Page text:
How to create the professional experience section in your resume.

A resume is an essential item when looking for a job. You should ensure you have the perfect one to boost your employment chances. You can draft one for yourself or hire a resume writing service. Have a look at this top resume review for one of the best resume writing services.

Nearly 70% of recruiters consider the “Professional experience” section the most important part of your CV. The major part of the six seconds dedicated to the analysis of your resume is allocated to this section.

What professional experiences should I put on my CV?

The watchword here is, clearly, relevance. 

The professional experiences that may appear on your resume must be relevant.

Be careful, this does not mean that you should limit yourself to the experiences you have had in the same position or in the same sector as the one you are targeting. Rather, it means that the recruiter should see at a glance the connection between what you wrote in the ” Work experience ” section and the needs of the position in play.

A candidate applying, for example, for a job offer as a customer service manager can very well display on his resume previous experience in customer service. Make sure your experience is relevant to the job you are applying for.

Creating the Professional Experience Section in Your Resume

  1. Make the title stand out on your resume

How you name this section on your resume can create a lasting impression. You can choose between:

  • Work experience;
  • Experience;
  • Employment history;
  • Work history.

You can opt for Work Experience, which is a bit professional.

Write the title in bold or in UPPERCASE. This will also be the case for all the titles of your resume.

  1. Position this section where the recruiter expects to see it

Above the “Training” part if you are experienced. Otherwise, just below.

  1. List your professional experiences starting from the most recent

Resumes are usually created using one of three formats:

  • the reverse chronological format;
  • the functional format;
  • the mixed format.

If you hesitate, use the most common format, the anti-chronological CV, presenting your background, including your professional experiences, starting from the most recent.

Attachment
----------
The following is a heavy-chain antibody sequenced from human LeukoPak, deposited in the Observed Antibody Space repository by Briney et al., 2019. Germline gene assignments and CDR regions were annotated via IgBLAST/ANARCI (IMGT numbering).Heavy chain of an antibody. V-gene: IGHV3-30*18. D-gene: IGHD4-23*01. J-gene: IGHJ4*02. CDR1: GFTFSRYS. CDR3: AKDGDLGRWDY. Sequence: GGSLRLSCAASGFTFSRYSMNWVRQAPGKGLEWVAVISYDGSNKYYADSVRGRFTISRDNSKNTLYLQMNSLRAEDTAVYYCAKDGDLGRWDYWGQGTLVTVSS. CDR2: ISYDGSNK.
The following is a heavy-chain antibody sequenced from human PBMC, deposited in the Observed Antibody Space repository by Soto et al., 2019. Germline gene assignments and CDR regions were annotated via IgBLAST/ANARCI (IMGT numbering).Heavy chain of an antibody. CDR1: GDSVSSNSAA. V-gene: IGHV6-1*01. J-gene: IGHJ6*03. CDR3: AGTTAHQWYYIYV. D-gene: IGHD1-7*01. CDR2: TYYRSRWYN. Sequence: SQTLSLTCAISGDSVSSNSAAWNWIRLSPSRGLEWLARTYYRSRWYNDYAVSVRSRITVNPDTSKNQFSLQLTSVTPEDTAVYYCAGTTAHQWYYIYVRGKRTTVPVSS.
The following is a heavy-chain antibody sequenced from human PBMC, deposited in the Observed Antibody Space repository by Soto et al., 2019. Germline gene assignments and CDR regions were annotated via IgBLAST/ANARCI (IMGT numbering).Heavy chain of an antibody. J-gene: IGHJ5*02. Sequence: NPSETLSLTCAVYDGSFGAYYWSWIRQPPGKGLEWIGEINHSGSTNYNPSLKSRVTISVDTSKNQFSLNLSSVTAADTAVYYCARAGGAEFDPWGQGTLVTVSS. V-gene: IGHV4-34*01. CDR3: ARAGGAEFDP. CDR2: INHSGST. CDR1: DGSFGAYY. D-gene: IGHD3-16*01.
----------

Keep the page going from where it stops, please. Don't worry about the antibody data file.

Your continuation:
1. Job Title, Company, Date

You should present each of your professional experiences in this order:

  • the position you held;
  • the name of the company;
  • and, finally, the period during which you held this position
  • Job title (the position occupied) – Be as specific as possible when giving the titles of your former functions. It is better to write as title Digital marketing manager and not simply a Marketing manager.
  • Company (the name of the company) – You will write the official name of the company that employed or employs you. Your former employer is not a well-known company? Present the company and its scope in two lines to enlighten the recruiter (activity, turnover, workforce, etc.). List and explain at least your last three relevant professional experiences, knowing that it is always better to detail three experiences than to simply mention five or six. It is also advisable to exclude experiences that are too old because they do not reflect your current skills. No need therefore to specify experiences that you had more than ten years ago.
  • Locations of the companies – This is not the address of the registered office but the place where you exercise your activity. If you were teleworking, specify the address of the office you were working with. The city, or even the country, is enough. Don’t bother writing the full mailing address.
  • Employment dates – This is to record the date you started working for the company and the date you left the company. Use the classic month-year format (e.g., Jan 2017–Nov 2020).
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